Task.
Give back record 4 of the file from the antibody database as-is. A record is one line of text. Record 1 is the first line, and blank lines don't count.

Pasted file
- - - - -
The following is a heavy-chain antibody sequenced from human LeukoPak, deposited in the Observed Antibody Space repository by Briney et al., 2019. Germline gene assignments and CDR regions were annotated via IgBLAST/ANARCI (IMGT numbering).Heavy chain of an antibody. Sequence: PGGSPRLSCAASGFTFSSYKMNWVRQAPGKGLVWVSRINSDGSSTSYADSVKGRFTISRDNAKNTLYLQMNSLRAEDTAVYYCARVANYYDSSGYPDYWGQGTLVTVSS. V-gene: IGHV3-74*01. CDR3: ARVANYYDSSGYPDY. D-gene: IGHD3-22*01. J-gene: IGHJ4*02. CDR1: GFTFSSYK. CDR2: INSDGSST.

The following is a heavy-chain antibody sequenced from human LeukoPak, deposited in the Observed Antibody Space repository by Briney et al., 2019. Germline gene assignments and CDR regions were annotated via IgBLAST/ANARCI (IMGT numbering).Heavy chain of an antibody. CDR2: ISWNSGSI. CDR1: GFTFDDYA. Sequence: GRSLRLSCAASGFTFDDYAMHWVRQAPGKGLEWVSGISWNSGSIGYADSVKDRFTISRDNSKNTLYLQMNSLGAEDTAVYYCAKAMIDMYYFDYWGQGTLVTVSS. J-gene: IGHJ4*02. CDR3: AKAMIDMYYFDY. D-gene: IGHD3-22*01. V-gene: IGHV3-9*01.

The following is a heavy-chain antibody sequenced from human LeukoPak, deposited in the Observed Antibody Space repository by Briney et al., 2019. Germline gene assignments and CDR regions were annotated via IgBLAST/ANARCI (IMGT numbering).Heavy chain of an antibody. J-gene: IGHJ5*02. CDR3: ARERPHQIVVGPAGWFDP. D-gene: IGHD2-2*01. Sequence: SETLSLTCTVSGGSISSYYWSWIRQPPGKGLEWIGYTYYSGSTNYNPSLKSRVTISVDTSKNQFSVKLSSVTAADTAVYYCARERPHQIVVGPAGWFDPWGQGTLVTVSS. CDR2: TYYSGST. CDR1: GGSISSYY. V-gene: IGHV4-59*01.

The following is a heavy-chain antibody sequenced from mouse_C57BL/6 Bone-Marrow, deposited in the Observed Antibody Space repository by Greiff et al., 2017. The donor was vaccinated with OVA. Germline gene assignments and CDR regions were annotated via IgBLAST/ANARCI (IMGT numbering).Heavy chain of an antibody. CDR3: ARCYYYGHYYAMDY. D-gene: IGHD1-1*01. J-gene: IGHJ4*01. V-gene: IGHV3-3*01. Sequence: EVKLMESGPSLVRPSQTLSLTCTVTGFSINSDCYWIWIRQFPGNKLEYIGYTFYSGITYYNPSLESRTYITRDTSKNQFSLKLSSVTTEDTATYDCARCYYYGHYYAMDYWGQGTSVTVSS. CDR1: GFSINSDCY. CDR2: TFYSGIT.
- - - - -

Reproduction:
The following is a heavy-chain antibody sequenced from mouse_C57BL/6 Bone-Marrow, deposited in the Observed Antibody Space repository by Greiff et al., 2017. The donor was vaccinated with OVA. Germline gene assignments and CDR regions were annotated via IgBLAST/ANARCI (IMGT numbering).Heavy chain of an antibody. CDR3: ARCYYYGHYYAMDY. D-gene: IGHD1-1*01. J-gene: IGHJ4*01. V-gene: IGHV3-3*01. Sequence: EVKLMESGPSLVRPSQTLSLTCTVTGFSINSDCYWIWIRQFPGNKLEYIGYTFYSGITYYNPSLESRTYITRDTSKNQFSLKLSSVTTEDTATYDCARCYYYGHYYAMDYWGQGTSVTVSS. CDR1: GFSINSDCY. CDR2: TFYSGIT.